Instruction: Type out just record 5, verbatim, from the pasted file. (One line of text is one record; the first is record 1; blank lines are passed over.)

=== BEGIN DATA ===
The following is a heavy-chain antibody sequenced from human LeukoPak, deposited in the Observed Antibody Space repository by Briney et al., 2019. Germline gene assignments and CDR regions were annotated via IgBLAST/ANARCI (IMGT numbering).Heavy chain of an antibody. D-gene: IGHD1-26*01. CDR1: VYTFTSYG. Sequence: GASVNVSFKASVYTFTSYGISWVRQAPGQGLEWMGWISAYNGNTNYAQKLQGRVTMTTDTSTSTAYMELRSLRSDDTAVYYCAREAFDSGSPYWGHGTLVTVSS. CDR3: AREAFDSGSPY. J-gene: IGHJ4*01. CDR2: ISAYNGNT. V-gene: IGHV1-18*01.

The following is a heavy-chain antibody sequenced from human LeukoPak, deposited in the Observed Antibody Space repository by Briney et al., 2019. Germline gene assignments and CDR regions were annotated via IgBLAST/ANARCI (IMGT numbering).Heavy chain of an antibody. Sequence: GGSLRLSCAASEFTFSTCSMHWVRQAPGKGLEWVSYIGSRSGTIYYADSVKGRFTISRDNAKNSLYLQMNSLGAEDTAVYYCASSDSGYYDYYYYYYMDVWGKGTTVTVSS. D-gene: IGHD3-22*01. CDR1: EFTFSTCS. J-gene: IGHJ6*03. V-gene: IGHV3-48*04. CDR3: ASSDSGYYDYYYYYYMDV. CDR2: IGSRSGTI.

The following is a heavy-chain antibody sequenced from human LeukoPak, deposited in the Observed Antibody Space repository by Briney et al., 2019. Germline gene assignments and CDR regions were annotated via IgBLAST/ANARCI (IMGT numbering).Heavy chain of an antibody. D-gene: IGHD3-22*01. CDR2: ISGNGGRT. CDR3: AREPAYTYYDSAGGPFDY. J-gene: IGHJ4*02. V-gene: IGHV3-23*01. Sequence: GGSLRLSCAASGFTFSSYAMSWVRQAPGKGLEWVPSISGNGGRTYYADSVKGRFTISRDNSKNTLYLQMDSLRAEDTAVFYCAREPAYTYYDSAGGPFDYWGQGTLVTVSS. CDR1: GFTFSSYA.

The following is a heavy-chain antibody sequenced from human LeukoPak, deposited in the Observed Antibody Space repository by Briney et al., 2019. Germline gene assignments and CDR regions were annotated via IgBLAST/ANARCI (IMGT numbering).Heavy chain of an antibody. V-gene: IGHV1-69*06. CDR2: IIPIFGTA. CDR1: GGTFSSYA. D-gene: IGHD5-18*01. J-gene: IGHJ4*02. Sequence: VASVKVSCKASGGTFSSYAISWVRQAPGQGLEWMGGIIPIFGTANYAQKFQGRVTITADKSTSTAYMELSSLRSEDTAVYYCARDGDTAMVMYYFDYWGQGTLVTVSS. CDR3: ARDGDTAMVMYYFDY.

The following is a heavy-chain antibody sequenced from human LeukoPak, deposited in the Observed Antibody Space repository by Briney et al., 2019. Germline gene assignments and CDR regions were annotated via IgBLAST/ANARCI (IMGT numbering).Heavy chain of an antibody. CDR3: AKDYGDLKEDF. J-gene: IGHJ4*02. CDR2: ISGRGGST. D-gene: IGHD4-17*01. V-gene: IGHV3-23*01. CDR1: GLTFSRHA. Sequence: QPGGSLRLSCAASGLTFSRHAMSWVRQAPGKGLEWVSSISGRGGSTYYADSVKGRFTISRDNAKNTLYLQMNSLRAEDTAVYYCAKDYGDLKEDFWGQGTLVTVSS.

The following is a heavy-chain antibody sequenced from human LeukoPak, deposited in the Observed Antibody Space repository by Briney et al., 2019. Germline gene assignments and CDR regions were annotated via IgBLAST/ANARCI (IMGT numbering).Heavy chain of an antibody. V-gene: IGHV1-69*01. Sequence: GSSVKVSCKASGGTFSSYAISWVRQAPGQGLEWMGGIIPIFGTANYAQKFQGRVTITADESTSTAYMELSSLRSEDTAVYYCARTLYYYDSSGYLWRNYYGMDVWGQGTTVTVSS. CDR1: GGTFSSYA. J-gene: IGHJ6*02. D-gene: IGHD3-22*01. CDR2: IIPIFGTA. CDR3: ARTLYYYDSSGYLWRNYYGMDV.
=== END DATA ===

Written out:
The following is a heavy-chain antibody sequenced from human LeukoPak, deposited in the Observed Antibody Space repository by Briney et al., 2019. Germline gene assignments and CDR regions were annotated via IgBLAST/ANARCI (IMGT numbering).Heavy chain of an antibody. CDR3: AKDYGDLKEDF. J-gene: IGHJ4*02. CDR2: ISGRGGST. D-gene: IGHD4-17*01. V-gene: IGHV3-23*01. CDR1: GLTFSRHA. Sequence: QPGGSLRLSCAASGLTFSRHAMSWVRQAPGKGLEWVSSISGRGGSTYYADSVKGRFTISRDNAKNTLYLQMNSLRAEDTAVYYCAKDYGDLKEDFWGQGTLVTVSS.